Appreciate all those 'a-ha' moments when learning, finally getting challenging features to work, seeing people being amazed, and feeling valuable. Treat them as fuel for your motivation.

50. Do not put up more than you can carry.

Find a fine line between choosing a problem of a scale, that is challenging enough for you to learn something new, but also narrow enough to be solvable.

51. Do not compare yourself to others.

It's easy to get frustrated if you compare yourself to the achievements of other devs. You learn at your own rate and it's perfectly fine.

52. Do not take criticism personally.

Constructive criticism is valuable feedback, pointing out the mistakes or improvements you did not see yourself. Ultimately it will lead to a better quality product.

53. Everyone has written a bad code.

Don't worry about looking at the code you have written a few years back from now. It might seem like you don't believe your eyes and you might feel shame. Tho remember it's actually a clear sign, that you have progressed.

54. One finished project is better than 10 half-finished ones.

Try to work on one or a couple of projects at a time and try to follow the idea-execution pattern. Remember that deployed projects are those that count.

55. The best way to learn is by teaching others.

In order to teach others, you have to study the concept yourself. This assures you get to know the concept to the core and is a win-win as you share your knowledge.

56. You are never ready to apply for a job.

Learning to code is a journey, not a destination, so you will always feel like being in the middle to achieve something. Don't let that fool you and apply anyway.

57. The hype train is real.

Be aware of the trends, but only to the point, where you understand their main working principles and use cases. That way you will know which problems it solves best and will pick up the actual tool just when the necessity arises.

58. Practice leads to mastery.

Repetition is the mother of all knowledge and one of your safest bets to master something is to be persistent in practicing it.

59. Focus on the indexes, not the content.

Nowadays what matters is to find information fast. If you know what you need and where to look, it's only a matter of time to pick it up.

60. Be a sponge for knowledge.

Develop a habit to learn each and every day in order to stay competitive and knowledgeable. Pay attention to whom you subscribe to. Seek quality over quantity.

61. Learn to say no.

If you will never say no to anything, others will start to take advantage of it sooner or later and you will end up working more than you should often.

62. Note-taking is your rescue for writing block.

Whatever you do and wherever you are, always try to track down your ideas. Create a back-log of information for the times you are feeling less inspired.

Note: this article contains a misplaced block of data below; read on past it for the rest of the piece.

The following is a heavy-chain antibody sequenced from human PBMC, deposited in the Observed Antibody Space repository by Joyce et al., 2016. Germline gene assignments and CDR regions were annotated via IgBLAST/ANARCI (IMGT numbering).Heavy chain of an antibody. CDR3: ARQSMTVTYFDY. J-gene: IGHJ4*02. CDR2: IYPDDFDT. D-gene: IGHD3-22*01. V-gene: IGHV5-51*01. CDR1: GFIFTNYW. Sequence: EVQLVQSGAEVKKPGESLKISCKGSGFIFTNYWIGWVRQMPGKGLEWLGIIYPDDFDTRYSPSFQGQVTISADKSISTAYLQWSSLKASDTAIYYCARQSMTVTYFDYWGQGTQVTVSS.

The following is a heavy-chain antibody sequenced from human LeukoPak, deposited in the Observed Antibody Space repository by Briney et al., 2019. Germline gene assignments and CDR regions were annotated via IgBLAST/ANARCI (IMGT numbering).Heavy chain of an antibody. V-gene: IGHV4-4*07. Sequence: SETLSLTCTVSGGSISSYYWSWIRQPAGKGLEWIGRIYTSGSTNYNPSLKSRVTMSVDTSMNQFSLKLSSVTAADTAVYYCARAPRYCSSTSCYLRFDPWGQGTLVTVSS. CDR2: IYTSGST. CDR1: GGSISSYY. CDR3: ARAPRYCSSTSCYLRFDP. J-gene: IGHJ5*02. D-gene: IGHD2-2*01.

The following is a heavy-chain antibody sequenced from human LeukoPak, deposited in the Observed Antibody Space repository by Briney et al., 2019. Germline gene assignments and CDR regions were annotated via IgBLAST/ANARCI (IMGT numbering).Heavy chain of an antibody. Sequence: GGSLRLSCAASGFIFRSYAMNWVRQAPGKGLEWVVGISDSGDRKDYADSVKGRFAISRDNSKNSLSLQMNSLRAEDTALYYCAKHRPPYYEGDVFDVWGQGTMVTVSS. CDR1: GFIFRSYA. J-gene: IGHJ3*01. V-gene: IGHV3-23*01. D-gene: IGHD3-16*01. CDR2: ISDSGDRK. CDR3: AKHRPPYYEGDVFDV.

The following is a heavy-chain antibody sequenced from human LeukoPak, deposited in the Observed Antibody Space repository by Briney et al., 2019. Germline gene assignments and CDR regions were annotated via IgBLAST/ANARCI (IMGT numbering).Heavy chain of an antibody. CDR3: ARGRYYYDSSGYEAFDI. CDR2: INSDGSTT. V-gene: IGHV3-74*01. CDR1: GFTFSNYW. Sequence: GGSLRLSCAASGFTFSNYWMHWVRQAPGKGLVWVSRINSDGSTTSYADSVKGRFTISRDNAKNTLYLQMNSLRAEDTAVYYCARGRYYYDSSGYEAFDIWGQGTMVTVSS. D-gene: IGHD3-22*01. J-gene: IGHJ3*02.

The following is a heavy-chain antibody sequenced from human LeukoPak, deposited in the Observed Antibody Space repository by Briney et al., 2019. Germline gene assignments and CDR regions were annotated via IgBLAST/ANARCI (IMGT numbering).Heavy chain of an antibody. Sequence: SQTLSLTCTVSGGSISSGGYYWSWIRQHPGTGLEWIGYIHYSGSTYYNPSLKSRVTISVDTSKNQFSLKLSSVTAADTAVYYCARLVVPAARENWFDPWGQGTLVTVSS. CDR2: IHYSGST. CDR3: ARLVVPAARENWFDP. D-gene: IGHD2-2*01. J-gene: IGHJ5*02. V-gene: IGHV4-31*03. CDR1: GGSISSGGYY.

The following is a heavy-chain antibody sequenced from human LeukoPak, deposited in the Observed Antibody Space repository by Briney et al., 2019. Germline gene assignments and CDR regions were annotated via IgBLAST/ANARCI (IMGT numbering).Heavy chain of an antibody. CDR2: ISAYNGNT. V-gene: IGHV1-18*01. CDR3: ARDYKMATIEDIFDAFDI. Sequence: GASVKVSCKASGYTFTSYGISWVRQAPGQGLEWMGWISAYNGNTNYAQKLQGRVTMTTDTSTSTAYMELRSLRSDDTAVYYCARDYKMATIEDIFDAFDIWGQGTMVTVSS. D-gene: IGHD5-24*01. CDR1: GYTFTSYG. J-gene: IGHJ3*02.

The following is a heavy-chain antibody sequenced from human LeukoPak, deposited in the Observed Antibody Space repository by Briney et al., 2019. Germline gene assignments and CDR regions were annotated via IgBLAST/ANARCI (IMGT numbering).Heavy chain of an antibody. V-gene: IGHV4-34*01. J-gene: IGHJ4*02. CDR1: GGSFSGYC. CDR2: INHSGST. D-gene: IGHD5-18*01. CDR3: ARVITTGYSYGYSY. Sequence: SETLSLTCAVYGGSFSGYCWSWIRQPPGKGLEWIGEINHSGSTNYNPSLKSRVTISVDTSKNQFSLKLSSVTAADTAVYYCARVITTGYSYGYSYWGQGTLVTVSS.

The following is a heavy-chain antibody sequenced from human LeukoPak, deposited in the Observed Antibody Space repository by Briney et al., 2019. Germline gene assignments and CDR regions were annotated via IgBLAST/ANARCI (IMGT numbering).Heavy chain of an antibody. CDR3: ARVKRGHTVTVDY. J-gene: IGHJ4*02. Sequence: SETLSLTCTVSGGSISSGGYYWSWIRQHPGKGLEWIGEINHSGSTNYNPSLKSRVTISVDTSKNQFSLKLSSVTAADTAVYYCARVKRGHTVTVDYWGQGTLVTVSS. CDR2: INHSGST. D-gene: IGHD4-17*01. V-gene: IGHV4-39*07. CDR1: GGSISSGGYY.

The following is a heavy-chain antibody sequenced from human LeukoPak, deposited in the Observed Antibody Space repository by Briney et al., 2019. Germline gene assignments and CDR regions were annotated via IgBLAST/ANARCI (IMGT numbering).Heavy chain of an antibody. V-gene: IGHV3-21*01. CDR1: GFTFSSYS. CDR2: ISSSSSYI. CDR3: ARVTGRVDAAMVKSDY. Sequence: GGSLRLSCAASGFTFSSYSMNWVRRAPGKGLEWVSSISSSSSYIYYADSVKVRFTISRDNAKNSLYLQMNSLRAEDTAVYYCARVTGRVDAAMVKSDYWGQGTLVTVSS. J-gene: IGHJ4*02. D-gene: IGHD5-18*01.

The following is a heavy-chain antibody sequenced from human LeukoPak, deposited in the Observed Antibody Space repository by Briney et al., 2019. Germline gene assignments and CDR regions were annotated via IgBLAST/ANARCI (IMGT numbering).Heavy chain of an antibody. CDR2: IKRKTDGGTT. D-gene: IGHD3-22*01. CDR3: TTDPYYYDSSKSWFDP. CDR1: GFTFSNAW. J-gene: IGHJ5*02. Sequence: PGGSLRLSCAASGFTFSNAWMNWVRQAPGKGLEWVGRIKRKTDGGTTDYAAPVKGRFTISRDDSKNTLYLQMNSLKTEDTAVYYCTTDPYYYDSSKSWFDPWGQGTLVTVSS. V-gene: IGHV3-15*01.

63. Schedule the week and prioritize.

Try to dedicate some time to plan ahead. That way it is easier to identify all the tasks you deal with and prioritize the execution order of them.

64. Taking breaks make wonders.

If you get stuck, try to do nothing coding-related for a while. Spend time with your family, or practice your hobbies or go for a jog. Often times you will re-visit the project and come up with the solution easily.

65. Sports and proper sleep boost productivity.

When it comes to productivity, you will often do more with 8 hours of sleep and 4 hours of work, than the other way around. Combine it with regular physical activities for the full effort.


Writing has always been my passion and it gives me pleasure to help and inspire people. If you have any questions, feel free to reach out!

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Ankit shrivastava's photo

Enjoy the post, and these two are very true

"People you follow are the information you consume." and "It's a marathon, not a sprint" looks like a quote...

Thanks for sharing.

Madza's photo

Thanks for reading 🙏❤

Marie-Elise's photo

Especially love #29 👌🏽

Madza's photo

Awesome to hear! 😉 Thanks for the read 🙏❤

Shekh Aliul's photo

Thanks for sharing ❤

Madza's photo

My pleasure! 🙏♥

Naime Hossain's photo

The most Curated List of Advice for Developer to keep in mind :)

Madza's photo

Thanks a lot! 🙏❤ Took me around 2 years to compile this list! Everything from personal experience (learned the hard way), so I can share with others now and it's easier for them to start 😉

Naime Hossain's photo

Madza it's worth the time :)

Tapas Adhikary's photo

Madza, Nice read. Thanks for sharing.

Madza's photo

Thanks so much! 🙏❤

Vicente G. Reyes's photo

No tech is perfect.

This opened a lot of ideas on handling objections in freelancing. Thanks, man!

Madza's photo

No worries, thanks for reading 🙏❤

Rutik Wankhade's photo

This was the best read. Thank you for putting it together. 🙌

Madza's photo

Awesome to hear, thanks for reading 🙏❤

Jordan Craig's photo

I would add to this.

66. Software is developed iteratively

It can be intimidating to release software that may have bugs. But professional devs don't write bug free code, they build systems that allow them to identify and solve bugs over time.

Things like testing, static analysis of code, having a system for users to easily report bugs, a clear security vulnerability disclosure policy, etc.

Madza's photo

Thanks for the input! 😉 And I agree with the point 😉